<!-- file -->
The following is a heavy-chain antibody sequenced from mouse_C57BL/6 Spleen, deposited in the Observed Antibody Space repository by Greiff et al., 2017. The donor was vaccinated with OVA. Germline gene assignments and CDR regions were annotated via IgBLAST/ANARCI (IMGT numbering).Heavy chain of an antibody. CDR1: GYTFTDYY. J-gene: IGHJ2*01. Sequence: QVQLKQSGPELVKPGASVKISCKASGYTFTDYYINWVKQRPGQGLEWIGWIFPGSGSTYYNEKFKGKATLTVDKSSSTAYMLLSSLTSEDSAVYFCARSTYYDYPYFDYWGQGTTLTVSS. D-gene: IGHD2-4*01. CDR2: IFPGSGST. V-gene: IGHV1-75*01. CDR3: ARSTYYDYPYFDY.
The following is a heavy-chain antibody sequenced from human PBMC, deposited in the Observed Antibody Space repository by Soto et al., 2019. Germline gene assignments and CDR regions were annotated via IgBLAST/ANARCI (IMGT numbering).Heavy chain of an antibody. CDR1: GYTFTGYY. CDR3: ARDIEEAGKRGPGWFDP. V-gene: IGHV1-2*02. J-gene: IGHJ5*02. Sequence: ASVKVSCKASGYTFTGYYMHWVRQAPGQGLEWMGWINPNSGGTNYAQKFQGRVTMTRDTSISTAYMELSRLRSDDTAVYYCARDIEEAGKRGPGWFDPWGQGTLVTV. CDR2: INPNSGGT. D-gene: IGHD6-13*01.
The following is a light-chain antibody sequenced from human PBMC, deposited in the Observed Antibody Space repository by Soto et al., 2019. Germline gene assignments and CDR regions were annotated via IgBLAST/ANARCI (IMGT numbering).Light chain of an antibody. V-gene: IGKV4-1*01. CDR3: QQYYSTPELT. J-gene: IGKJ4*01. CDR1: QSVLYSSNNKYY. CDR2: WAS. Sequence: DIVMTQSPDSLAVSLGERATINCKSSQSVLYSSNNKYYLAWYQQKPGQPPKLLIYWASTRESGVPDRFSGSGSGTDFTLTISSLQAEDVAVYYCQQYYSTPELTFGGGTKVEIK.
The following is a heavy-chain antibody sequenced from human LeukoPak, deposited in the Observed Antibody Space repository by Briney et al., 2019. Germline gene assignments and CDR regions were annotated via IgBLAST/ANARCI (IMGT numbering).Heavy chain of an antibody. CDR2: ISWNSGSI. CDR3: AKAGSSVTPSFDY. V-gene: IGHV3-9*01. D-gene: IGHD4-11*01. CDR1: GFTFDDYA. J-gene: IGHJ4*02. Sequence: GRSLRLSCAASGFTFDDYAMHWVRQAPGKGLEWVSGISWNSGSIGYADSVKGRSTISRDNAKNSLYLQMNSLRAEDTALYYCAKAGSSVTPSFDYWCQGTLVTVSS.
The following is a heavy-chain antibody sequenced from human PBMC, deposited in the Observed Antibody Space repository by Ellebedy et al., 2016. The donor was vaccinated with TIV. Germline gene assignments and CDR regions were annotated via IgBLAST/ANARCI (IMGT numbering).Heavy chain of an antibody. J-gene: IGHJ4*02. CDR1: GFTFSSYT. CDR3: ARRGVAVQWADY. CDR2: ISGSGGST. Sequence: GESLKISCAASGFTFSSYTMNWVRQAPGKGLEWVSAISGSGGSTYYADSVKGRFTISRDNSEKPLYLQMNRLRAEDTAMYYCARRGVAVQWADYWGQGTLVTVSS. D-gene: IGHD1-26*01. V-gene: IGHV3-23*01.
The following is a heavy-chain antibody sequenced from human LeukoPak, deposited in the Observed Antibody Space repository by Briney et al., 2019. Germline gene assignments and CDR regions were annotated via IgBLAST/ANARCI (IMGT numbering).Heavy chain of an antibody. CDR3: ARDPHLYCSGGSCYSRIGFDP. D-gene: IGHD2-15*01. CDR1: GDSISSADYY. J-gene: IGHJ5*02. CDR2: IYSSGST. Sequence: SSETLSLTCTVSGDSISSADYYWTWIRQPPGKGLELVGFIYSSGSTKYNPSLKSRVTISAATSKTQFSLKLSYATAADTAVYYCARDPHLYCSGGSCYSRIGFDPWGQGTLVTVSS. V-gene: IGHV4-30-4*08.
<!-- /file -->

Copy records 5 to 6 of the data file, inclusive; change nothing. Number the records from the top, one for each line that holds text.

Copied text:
The following is a heavy-chain antibody sequenced from human PBMC, deposited in the Observed Antibody Space repository by Ellebedy et al., 2016. The donor was vaccinated with TIV. Germline gene assignments and CDR regions were annotated via IgBLAST/ANARCI (IMGT numbering).Heavy chain of an antibody. J-gene: IGHJ4*02. CDR1: GFTFSSYT. CDR3: ARRGVAVQWADY. CDR2: ISGSGGST. Sequence: GESLKISCAASGFTFSSYTMNWVRQAPGKGLEWVSAISGSGGSTYYADSVKGRFTISRDNSEKPLYLQMNRLRAEDTAMYYCARRGVAVQWADYWGQGTLVTVSS. D-gene: IGHD1-26*01. V-gene: IGHV3-23*01.
The following is a heavy-chain antibody sequenced from human LeukoPak, deposited in the Observed Antibody Space repository by Briney et al., 2019. Germline gene assignments and CDR regions were annotated via IgBLAST/ANARCI (IMGT numbering).Heavy chain of an antibody. CDR3: ARDPHLYCSGGSCYSRIGFDP. D-gene: IGHD2-15*01. CDR1: GDSISSADYY. J-gene: IGHJ5*02. CDR2: IYSSGST. Sequence: SSETLSLTCTVSGDSISSADYYWTWIRQPPGKGLELVGFIYSSGSTKYNPSLKSRVTISAATSKTQFSLKLSYATAADTAVYYCARDPHLYCSGGSCYSRIGFDPWGQGTLVTVSS. V-gene: IGHV4-30-4*08.